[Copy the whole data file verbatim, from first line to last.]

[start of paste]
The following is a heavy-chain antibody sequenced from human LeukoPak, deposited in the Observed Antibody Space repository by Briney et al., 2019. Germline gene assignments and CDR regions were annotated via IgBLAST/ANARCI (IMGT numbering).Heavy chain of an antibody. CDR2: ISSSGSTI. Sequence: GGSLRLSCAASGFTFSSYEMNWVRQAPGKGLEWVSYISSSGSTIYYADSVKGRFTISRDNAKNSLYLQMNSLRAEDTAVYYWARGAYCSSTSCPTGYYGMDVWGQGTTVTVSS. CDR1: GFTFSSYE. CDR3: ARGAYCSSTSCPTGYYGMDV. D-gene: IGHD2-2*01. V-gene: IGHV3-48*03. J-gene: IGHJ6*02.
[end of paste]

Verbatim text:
The following is a heavy-chain antibody sequenced from human LeukoPak, deposited in the Observed Antibody Space repository by Briney et al., 2019. Germline gene assignments and CDR regions were annotated via IgBLAST/ANARCI (IMGT numbering).Heavy chain of an antibody. CDR2: ISSSGSTI. Sequence: GGSLRLSCAASGFTFSSYEMNWVRQAPGKGLEWVSYISSSGSTIYYADSVKGRFTISRDNAKNSLYLQMNSLRAEDTAVYYWARGAYCSSTSCPTGYYGMDVWGQGTTVTVSS. CDR1: GFTFSSYE. CDR3: ARGAYCSSTSCPTGYYGMDV. D-gene: IGHD2-2*01. V-gene: IGHV3-48*03. J-gene: IGHJ6*02.